Examining encrypted iPhones and iPads as evidence in police investigations has become so common that Apple has created a waiting list to handle the inundation of help requests that it receives, reports CNET. Though it's been known that Apple is willing to assist government agencies in opening up inaccessible iOS devices, the extent to which the company helps law enforcement hasn't been detailed before. Court documents seen by CNET reveal that an agent from the Bureau of Alcohol, Tobacco, Firearms, and Explosives was told that there would be a 7-week wait before Apple would be able to handle a case that he had submitted for assistance.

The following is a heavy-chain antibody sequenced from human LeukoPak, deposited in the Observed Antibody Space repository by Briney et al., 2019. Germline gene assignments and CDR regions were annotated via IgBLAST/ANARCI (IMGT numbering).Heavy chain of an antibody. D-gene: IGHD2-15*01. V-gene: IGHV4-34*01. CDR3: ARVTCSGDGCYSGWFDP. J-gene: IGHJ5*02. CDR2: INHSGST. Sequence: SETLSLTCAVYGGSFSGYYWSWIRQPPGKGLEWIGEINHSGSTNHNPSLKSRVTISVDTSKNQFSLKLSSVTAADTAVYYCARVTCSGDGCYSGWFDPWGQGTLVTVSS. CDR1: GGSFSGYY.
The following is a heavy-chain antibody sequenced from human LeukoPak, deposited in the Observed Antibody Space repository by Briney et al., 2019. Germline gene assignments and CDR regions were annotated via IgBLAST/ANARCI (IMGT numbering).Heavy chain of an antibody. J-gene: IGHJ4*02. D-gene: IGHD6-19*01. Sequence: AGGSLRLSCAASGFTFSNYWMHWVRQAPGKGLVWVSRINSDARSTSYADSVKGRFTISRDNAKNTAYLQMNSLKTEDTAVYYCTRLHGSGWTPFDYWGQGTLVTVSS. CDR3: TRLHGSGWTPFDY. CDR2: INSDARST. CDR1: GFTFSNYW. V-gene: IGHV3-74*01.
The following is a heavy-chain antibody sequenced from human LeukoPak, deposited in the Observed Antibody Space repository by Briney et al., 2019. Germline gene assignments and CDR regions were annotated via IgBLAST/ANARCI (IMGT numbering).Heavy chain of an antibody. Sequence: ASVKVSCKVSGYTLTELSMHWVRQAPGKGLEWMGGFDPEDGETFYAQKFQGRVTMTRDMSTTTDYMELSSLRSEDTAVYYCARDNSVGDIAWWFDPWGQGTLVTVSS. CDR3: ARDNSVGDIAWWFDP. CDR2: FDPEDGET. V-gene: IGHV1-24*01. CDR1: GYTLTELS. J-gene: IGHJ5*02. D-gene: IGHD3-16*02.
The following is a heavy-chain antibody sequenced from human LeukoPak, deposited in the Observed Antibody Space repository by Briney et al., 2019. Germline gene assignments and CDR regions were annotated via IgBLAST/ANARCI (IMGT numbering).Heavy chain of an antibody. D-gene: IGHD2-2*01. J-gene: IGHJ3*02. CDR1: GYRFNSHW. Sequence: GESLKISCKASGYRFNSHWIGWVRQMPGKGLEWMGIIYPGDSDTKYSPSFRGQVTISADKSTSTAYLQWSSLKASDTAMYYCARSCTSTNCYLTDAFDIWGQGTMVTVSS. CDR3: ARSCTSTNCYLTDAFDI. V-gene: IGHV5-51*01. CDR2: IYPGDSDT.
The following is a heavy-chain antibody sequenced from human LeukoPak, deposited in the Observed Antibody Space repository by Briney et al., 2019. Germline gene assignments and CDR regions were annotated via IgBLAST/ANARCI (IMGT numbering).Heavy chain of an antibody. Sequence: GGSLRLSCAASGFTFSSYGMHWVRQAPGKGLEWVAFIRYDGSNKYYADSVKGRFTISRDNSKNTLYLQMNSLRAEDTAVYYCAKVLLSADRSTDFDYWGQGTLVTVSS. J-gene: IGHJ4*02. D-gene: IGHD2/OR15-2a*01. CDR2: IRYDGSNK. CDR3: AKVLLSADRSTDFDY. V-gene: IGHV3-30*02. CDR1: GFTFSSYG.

CNET reports that after Apple completes its examination of a device, it provides the investigating agency with the device's data on a USB drive. But how the company is able to acquire that data is unclear. CNET speculates that Apple may either have a backdoor into iOS that it uses for police investigations, or that the company is simply more adept at accessing encrypted data than many government agencies are. However, it's not clear under what legal circumstances Apple is willing to provide its assistance. Though the first two iterations of Apple's smartphone could be broken into by retrieving certain data directly from the device's hardware, models beginning with the iPhone 3GS have supported hardware encryption that makes it time consuming and difficult to access. We've reached out to Apple for comment and will update if we hear back.